11 Weekly News 17 January 1999

Dear all,

Crikey, another week whizzed past again already!

We are now back at Husvik enjoying an enforced wait in front of the fire while snow squalls blast past every now and then.

A few last days of excellent weather saw the Stromness cemetery work finished, apart from a second coat of masonry paint on the gravestones. We also put some strengthening boards up where the crew of HMS Endurance had boarded up the manager’s villa the year before. This is the building that Sir Ernest Shackleton and his men got to at the end of their epic journey across the island that finished their longer epic from their crushed ship in the Weddell sea via Elephant Island in the Antarctic by lifeboat. The building was boarded up in an attempt to prevent the weather from ripping it apart as it is doing to all the other buildings. Some of the boards had already come off. Pat constructed a door closing device with some string, a weight and a pulley so that anyone who does get in will not leave the door wide open when they go.

We took advantage of the good weather to spend a few hours at the northern end of Stromness beach watching the fur seals. Lovely when you don’t have to get past them. The bulls are a lot more docile than they were in November and soon tolerated our presence. Pups were playing in a stream, worrying at a length of bright orange kelp, chasing each other about, and generally exploring the world around them. Some played with Pat, who squatted at the edge of the river, and played tug of war with a stick. They are so cute, shame they have to grow up. Sarah, meanwhile, was observing the bulls lazily defending the edges of their territories and shouting warnings to Pat when a larger seal occasionally approached him unobserved from behind. Every now and then a female would emerge from the sea, sleek and still wet, and call out for her pup. A number of hopeful candidates would bleat replies but her own pup would reply more stridently and the two would make their way towards each other calling alternatively. Once reunited, a quick sniff to confirm identity would be followed by a lie down and a long drink of milk.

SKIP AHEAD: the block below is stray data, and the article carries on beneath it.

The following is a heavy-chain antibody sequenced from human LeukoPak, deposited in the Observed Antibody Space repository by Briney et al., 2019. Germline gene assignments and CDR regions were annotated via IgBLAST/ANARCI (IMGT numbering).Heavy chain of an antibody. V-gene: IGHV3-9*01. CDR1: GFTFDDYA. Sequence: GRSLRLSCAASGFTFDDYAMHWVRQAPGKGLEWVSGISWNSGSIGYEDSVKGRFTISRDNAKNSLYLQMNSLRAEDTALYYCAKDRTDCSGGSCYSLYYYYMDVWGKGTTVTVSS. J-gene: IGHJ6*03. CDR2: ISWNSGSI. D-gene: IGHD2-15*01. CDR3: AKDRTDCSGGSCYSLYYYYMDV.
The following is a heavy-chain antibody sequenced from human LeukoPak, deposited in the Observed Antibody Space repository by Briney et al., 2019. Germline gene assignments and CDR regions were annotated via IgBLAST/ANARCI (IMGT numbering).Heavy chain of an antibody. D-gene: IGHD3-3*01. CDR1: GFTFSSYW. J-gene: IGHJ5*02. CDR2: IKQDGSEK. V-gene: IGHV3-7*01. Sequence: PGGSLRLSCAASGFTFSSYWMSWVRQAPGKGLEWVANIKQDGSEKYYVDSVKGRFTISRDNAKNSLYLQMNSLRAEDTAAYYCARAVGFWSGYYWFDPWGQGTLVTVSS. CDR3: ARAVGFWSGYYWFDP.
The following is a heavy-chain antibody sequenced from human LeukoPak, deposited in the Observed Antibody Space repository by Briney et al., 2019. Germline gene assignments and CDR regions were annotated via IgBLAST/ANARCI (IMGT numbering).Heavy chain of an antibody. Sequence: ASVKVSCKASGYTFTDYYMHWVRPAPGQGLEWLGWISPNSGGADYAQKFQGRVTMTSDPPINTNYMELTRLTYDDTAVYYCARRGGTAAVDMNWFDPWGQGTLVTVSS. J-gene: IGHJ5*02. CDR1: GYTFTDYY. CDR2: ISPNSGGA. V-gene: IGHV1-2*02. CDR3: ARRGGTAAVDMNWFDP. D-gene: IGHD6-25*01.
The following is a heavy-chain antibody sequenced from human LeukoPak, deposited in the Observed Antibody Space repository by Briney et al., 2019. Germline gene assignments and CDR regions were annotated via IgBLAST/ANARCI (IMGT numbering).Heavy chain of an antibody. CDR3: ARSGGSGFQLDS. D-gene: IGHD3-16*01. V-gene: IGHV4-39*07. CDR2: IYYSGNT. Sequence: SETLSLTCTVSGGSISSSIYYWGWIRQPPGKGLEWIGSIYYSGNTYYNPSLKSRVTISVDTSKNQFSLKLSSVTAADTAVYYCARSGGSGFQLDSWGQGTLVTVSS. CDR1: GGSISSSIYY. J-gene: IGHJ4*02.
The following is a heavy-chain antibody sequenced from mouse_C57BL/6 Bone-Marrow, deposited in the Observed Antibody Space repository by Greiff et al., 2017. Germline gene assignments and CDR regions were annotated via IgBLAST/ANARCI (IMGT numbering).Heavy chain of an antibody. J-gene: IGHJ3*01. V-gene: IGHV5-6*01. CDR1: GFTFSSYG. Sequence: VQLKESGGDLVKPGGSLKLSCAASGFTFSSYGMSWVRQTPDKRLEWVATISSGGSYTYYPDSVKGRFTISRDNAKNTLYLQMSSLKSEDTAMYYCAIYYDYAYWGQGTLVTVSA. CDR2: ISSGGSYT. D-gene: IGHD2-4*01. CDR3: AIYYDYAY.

We sat on the edge of the jetty with a cuppa on a couple of occasions, watching seals and penguins swimming skilfully below us. They all become graceful and sleek when in the water compared to their ungainly waddling, shuffling and ambling on land.

On Wednesday night, just as we had finished the last of the rum in our nightly toddy and had decided that it was time to head back to Husvik, we heard engines in the bay. The Professor Multanovskiy, another Russian ex-research ship now used for tourism, had turned up ready for visits ashore on Thursday. This was the visit we had been expecting: The Norwegian ‘Friends of the island’ club, including a number of men who had worked in the whaling stations, some relatives of men buried in the cemeteries, and a lady who was born here – daughter of the Edward Binnie, Magistrate from 1914 to 1927.

The next morning we were up nice and early, packing up and finishing off a few odd jobs to the sound of Bagpipes wafting across the bay. George Brown, who had been a wireless operator at KEP (King Edward Point) in the fifties and who had spent the summer at Grytviken a couple of years back assisting with the museum, was with them.

By mid morning they were all ashore. Although they had previously expressed the intention of helping with the cemetery work, they were too busy rushing from station to station with the assistant Bishop of Tonsberg, who was carrying out a series of commemorative services at all four cemeteries, to get stuck in. Still, a couple of guys did get the second coat of paint on at Stromness.